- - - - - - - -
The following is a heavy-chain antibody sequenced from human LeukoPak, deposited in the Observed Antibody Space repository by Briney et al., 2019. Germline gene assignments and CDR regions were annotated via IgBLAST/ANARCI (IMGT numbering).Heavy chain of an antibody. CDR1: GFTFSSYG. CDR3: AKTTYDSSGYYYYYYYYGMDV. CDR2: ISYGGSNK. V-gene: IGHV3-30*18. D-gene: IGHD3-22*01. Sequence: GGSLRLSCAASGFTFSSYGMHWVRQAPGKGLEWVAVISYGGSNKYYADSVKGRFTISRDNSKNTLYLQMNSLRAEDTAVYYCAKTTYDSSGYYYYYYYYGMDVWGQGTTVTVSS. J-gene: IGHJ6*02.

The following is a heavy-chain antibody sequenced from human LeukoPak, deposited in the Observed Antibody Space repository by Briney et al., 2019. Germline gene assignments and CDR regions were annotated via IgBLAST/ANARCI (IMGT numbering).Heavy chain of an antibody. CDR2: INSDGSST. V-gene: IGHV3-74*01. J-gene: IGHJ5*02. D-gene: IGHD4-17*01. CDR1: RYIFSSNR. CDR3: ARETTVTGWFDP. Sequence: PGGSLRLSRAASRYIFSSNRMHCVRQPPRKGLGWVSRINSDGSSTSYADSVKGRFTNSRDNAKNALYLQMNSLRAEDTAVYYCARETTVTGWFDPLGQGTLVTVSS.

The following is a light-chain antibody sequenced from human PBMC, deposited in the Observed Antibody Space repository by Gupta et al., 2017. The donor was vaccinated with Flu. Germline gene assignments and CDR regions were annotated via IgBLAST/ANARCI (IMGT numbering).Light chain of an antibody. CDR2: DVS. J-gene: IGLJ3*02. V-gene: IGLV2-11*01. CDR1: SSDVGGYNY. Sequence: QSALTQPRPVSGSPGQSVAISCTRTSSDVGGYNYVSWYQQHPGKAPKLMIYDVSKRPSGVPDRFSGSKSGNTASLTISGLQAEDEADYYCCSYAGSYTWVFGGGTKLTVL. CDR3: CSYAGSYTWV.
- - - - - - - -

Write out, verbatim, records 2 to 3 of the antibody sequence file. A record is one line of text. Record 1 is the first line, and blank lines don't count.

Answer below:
The following is a heavy-chain antibody sequenced from human LeukoPak, deposited in the Observed Antibody Space repository by Briney et al., 2019. Germline gene assignments and CDR regions were annotated via IgBLAST/ANARCI (IMGT numbering).Heavy chain of an antibody. CDR2: INSDGSST. V-gene: IGHV3-74*01. J-gene: IGHJ5*02. D-gene: IGHD4-17*01. CDR1: RYIFSSNR. CDR3: ARETTVTGWFDP. Sequence: PGGSLRLSRAASRYIFSSNRMHCVRQPPRKGLGWVSRINSDGSSTSYADSVKGRFTNSRDNAKNALYLQMNSLRAEDTAVYYCARETTVTGWFDPLGQGTLVTVSS.

The following is a light-chain antibody sequenced from human PBMC, deposited in the Observed Antibody Space repository by Gupta et al., 2017. The donor was vaccinated with Flu. Germline gene assignments and CDR regions were annotated via IgBLAST/ANARCI (IMGT numbering).Light chain of an antibody. CDR2: DVS. J-gene: IGLJ3*02. V-gene: IGLV2-11*01. CDR1: SSDVGGYNY. Sequence: QSALTQPRPVSGSPGQSVAISCTRTSSDVGGYNYVSWYQQHPGKAPKLMIYDVSKRPSGVPDRFSGSKSGNTASLTISGLQAEDEADYYCCSYAGSYTWVFGGGTKLTVL. CDR3: CSYAGSYTWV.